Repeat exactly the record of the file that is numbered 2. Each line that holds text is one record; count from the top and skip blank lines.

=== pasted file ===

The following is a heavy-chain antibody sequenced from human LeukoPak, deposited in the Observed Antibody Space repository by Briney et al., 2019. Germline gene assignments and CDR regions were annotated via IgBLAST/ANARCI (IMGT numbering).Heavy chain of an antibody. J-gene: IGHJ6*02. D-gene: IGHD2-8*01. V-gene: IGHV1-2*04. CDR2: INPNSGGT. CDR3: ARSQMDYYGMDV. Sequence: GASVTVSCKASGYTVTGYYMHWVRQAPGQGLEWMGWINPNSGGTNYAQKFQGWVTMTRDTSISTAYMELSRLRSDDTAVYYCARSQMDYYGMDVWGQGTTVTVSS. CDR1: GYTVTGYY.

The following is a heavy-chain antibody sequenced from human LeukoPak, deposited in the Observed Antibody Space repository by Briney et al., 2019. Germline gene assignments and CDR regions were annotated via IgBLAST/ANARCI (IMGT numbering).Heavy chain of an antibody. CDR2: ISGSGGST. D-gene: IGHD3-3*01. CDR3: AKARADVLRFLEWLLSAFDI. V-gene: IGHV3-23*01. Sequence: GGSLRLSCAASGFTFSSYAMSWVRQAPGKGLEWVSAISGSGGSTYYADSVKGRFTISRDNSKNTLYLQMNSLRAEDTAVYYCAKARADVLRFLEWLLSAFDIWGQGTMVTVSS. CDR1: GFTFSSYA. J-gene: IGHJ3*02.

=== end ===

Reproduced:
The following is a heavy-chain antibody sequenced from human LeukoPak, deposited in the Observed Antibody Space repository by Briney et al., 2019. Germline gene assignments and CDR regions were annotated via IgBLAST/ANARCI (IMGT numbering).Heavy chain of an antibody. CDR2: ISGSGGST. D-gene: IGHD3-3*01. CDR3: AKARADVLRFLEWLLSAFDI. V-gene: IGHV3-23*01. Sequence: GGSLRLSCAASGFTFSSYAMSWVRQAPGKGLEWVSAISGSGGSTYYADSVKGRFTISRDNSKNTLYLQMNSLRAEDTAVYYCAKARADVLRFLEWLLSAFDIWGQGTMVTVSS. CDR1: GFTFSSYA. J-gene: IGHJ3*02.